What follows is a fragment from James J. Hughes' Citizen Cyborg, pp. 169-171
The extropians have also cultivated important allies in libertarian
politics such as Virginia Postrel and Ron Bailey, sympathizers with
their militant defense of personal liberty and hostility to regulation
and environmentalism. In 1999, Postrel, author of the
technolibertarian manifesto The Future and Its Enemies and the editor
of the libertarian magazine Reason, assigned Reason's science
correspondent Ron bailey to focus on the defense of genetics against
the Luddites. Bailey had written ECOSCAM: The False Prophets of
Ecological Apocalypse in 1993, which argued that whatever ecological
problems might have existed in the past were all being repaired now.
Since focusing on biopolitics Bailey's weekly columns for Reason have
been some of the best and most insightful critiques of the emerging
Kass-Rifkin bioLuddite axis. Bailey is publishing his own
technolibertarian manifesto this year, Liberation Biology. Postrel has
now organized Bailey and other technolibertarians, such as Tech
Central Station's editor James Glassman and prolific InstaPundit.com
writer Glenn Reynolds, into The Franklin Society. The first project
of the Society has been to campaign against attempts to ban embryonic
stem cell research.
Universal Immiseration Extropian-Style
In 2003 one member of the new Franklin Society, extropian economist
Robin Hanson, a professor at George Mason University, achieved his full
fifteen minutes of fame. Hanson was the author of the abortive
experiment by the Defense Advanced Research Projects Agency in
aggregating intelligence information in a Middle East futures trading
market, the so-called "TerrorDAQ." The political brouhaha around
TerrorDAQ led to the cancellation of the program and the resignation of
DARPA director John Poindexter.
Reporters were incredulous at Hanson and his colleagues' inability to
predict how their experiment would be perceived and demagogued. While I
think the experiment had merit and would not have encouraged terrorism,
the episode does illustrate some of the moral and political blindness
that the unreformed extropian anarcho-capitalist perspective lends
Ten years before the media lambasted Hanson for TerrorDAQ he published a
now often cited essay "If uploads come first - The crack of a future
dawn" in Extropy magazine. The article attempts to extrapolate the
economic consequences of a breakthrough in the technology of copying
human personalities into machines. He argues that the capabilities of
machine-based persons would be so much greater than organic humans that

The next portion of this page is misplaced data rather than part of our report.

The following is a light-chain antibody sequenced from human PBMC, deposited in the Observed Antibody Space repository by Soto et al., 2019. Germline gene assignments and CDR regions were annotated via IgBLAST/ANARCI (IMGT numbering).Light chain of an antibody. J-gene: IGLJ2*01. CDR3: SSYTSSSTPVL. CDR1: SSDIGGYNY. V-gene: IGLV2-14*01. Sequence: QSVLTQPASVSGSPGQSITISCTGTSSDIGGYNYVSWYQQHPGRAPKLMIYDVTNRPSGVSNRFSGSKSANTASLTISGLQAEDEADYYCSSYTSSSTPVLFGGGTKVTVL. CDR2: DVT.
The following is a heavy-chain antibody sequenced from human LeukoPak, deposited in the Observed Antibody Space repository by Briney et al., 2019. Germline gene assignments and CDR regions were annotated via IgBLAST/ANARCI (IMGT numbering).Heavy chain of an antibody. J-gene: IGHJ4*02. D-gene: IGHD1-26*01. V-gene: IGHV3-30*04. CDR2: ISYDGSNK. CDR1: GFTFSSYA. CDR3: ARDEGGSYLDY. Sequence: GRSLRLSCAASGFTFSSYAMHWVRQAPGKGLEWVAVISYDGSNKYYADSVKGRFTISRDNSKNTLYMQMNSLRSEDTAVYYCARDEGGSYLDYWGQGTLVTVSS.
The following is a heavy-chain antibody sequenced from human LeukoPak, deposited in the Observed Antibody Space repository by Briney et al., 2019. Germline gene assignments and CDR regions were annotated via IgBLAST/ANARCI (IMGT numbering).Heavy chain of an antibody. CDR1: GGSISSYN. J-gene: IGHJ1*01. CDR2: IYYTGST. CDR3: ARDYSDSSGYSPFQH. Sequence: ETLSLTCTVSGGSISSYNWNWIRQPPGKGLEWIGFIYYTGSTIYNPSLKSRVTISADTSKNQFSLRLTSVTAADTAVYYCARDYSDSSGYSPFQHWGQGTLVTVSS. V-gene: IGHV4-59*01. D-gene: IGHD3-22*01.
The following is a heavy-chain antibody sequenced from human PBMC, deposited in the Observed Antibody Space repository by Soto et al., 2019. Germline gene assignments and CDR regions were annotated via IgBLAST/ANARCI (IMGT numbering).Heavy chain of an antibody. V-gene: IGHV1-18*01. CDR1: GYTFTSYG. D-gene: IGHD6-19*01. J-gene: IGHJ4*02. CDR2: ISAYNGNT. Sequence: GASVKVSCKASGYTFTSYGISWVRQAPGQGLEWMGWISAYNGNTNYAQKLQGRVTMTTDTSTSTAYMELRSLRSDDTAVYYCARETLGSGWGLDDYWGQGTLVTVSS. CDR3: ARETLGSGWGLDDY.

most non-uploaded people would become unemployed. Among the uploads
there would be rapid population growth, and severe job competition.
Eventually the enormous population of uploads would be forced to work at
very low subsistence wages - the cost of their electricity and disk
space - ruled over by a very few of the most successful of the uploads.
Hanson basically recapitulates Marx's vision of universal immiseration,
but this time in the Matrix. In the section of the essay titled "upload
politics" Hanson dismisses the idea that governments could impose
redistribution on uploads since there would be large economic benefits
of an unfettered transition to Matrix life. The average quality of life
of the subsistence upload and the unemployed human would allegedly be
higher than before. So the best we future residents of an uploaded
society can do is become as versatile as possible to maximize our
chances of ending up as one of the lucky ruling or employed classes.
Hanson dismisses the idea that people will fight the division of society
into a mass of well-fed plebes and a super-powerful elite since the
growth the GDP is the sole measure of his utopia, and the elimination of
the weak will select for "capable people willing to work for low wages,
who value life even when life is hard."
With a dismal, elitist utopia like this who needs a Luddite's dystopia?
Russell Jacoby says of Hanson-style libertopianism "The most imaginative
futurists foresee a utopia with war, money, violence and inequality.
Their future looks very much like the affluent enclaves of today, only
more pleasant and commodious. They paint a picture not very different
from contemporary luxury suburbs, grassy subdivisions with homes and
computer and work stations set off from a larger terrain of violence and
injustice. The futurists are utopians in an anti-utopian age."